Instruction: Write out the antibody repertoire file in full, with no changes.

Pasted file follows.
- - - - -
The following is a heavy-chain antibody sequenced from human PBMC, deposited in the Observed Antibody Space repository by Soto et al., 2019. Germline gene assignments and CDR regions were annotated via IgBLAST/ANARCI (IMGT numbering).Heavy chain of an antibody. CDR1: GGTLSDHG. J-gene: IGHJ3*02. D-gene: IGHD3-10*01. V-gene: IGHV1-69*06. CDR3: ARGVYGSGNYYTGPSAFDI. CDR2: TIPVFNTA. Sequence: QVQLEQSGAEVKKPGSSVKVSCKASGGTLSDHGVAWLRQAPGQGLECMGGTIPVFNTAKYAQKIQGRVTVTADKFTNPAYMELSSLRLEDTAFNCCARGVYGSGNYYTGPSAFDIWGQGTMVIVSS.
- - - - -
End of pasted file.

The following is a heavy-chain antibody sequenced from human PBMC, deposited in the Observed Antibody Space repository by Soto et al., 2019. Germline gene assignments and CDR regions were annotated via IgBLAST/ANARCI (IMGT numbering).Heavy chain of an antibody. CDR1: GGTLSDHG. J-gene: IGHJ3*02. D-gene: IGHD3-10*01. V-gene: IGHV1-69*06. CDR3: ARGVYGSGNYYTGPSAFDI. CDR2: TIPVFNTA. Sequence: QVQLEQSGAEVKKPGSSVKVSCKASGGTLSDHGVAWLRQAPGQGLECMGGTIPVFNTAKYAQKIQGRVTVTADKFTNPAYMELSSLRLEDTAFNCCARGVYGSGNYYTGPSAFDIWGQGTMVIVSS.